Ignition Source
(Spontaneous combustion)

While performing hydrogen gas release experimentation by thermally reacting a slurry of ammonia borane powder in silicone oil in a plug flow reactor, a discharge port on the test reactor became loose. A foaming white product was leaking from the fitting and discharging in the direction of the heat tape and insulation (back over the reactor). As a result, hot, reacting slurry flowed out of the port and was exposed to air. In the presence of oxygen, the slurry ignited, producing a green flame. A small green flame was noticed at the leak site and flaming product dripped onto the hood deck surface. The flame at the end of the reactor was ~10-12 inches tall at the highest point. The flame on the deck was ~4-6 inches in height.

The incident occurred behind the lowered sashes in the test hood. No one was injured. The hood was not damaged and the test equipment appears to be fully functional, except for a few thermocouple cables, heat tape, controller power cable and a section of polymer purge tubing that was in the path of the flame.

The building fire alarm was not pulled as the cognizant scientists determined the incident to be isolated, contained and that the fire could be extinguished with the equipment available. One researcher left the area to call for an emergency response while another researcher located the building fire extinguisher (<10ft away) and extinguished the fire with two short bursts. The sash was raised ~12 inches to aim the fire extinguisher discharge at the flame and was pulled back down after successfully suffocating the flame. The flames were extinguished within 15-20 seconds of ignition.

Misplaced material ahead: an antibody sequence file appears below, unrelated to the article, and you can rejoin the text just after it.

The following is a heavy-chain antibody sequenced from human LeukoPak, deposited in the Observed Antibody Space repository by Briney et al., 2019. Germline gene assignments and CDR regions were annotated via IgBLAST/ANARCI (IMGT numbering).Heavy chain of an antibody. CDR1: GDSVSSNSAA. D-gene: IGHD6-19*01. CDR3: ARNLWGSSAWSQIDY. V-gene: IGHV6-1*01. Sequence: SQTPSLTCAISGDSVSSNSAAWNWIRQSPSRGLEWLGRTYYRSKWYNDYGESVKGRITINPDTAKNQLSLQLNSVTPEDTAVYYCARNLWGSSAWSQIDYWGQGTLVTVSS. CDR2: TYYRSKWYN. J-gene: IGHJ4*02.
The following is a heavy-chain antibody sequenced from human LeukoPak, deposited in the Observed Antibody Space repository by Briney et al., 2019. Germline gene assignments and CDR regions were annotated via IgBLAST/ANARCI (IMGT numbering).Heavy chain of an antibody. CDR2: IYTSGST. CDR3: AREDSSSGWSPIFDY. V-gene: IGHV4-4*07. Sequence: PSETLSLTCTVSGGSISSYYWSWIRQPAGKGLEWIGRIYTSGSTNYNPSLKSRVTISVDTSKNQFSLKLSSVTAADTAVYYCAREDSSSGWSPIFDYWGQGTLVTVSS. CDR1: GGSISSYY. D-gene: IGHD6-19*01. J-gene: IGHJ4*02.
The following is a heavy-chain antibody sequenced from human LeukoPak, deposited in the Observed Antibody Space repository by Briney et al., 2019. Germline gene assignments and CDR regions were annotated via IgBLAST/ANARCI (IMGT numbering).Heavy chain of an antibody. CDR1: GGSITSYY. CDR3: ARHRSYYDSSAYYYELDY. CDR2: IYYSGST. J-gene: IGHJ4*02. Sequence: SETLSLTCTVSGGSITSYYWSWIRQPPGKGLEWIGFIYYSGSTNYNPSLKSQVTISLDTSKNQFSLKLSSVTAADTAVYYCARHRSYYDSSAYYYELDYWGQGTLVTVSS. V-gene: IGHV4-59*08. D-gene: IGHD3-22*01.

Incident Date
Sep 19, 2013
  • Ventilation System
  • Glove Box/Fume Hood
  • Laboratory Equipment
  • Glassware
  • Motive Power Systems
  • Pump
Damage and Injuries
When Incident Discovered
Lessons Learned

The researcher's failure to pull the fire alarm was an oversight of required facility practice. The alarm should have been triggered in consideration of the potential for greater harm to personnel and facilities.

Hot, reacting ammonia borane produces hydrogen as well as other pyrophoric impurities. Reactions should be carried out in inert atmospheres or purged with inert gases. Furthermore, efforts should be made to prevent oxygen from coming in contact with the material while hot.

As a consequence of this incident, an updated procedure was put in place to check critical fittings before each subsequent test and to purge the apparatus with argon in the area surrounding the reactor/fittings.